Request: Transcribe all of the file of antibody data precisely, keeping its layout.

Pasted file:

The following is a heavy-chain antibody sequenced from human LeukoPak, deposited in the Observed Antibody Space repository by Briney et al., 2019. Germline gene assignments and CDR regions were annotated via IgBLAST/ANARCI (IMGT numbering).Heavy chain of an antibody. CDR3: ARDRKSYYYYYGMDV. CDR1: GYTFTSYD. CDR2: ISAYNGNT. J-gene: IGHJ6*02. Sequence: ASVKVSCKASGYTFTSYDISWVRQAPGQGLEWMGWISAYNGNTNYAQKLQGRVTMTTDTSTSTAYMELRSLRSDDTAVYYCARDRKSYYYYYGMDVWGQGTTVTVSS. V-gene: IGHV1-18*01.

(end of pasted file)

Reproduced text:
The following is a heavy-chain antibody sequenced from human LeukoPak, deposited in the Observed Antibody Space repository by Briney et al., 2019. Germline gene assignments and CDR regions were annotated via IgBLAST/ANARCI (IMGT numbering).Heavy chain of an antibody. CDR3: ARDRKSYYYYYGMDV. CDR1: GYTFTSYD. CDR2: ISAYNGNT. J-gene: IGHJ6*02. Sequence: ASVKVSCKASGYTFTSYDISWVRQAPGQGLEWMGWISAYNGNTNYAQKLQGRVTMTTDTSTSTAYMELRSLRSDDTAVYYCARDRKSYYYYYGMDVWGQGTTVTVSS. V-gene: IGHV1-18*01.